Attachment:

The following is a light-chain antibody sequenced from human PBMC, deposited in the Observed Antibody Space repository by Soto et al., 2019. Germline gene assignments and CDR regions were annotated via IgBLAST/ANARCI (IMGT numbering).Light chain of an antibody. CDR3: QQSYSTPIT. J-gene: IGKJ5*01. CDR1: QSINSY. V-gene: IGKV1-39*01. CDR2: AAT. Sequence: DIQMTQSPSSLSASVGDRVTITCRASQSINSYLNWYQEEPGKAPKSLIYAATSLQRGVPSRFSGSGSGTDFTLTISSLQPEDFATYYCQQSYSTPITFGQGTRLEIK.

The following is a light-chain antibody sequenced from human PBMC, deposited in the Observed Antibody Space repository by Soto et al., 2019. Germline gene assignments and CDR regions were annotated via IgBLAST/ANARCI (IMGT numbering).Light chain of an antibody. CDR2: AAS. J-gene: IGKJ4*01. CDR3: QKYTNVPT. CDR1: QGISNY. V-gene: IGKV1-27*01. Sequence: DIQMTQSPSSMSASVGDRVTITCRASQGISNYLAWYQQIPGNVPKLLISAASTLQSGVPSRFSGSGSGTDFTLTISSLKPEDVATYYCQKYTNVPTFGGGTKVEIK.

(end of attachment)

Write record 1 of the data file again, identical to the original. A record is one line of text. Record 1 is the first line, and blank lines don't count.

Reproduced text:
The following is a light-chain antibody sequenced from human PBMC, deposited in the Observed Antibody Space repository by Soto et al., 2019. Germline gene assignments and CDR regions were annotated via IgBLAST/ANARCI (IMGT numbering).Light chain of an antibody. CDR3: QQSYSTPIT. J-gene: IGKJ5*01. CDR1: QSINSY. V-gene: IGKV1-39*01. CDR2: AAT. Sequence: DIQMTQSPSSLSASVGDRVTITCRASQSINSYLNWYQEEPGKAPKSLIYAATSLQRGVPSRFSGSGSGTDFTLTISSLQPEDFATYYCQQSYSTPITFGQGTRLEIK.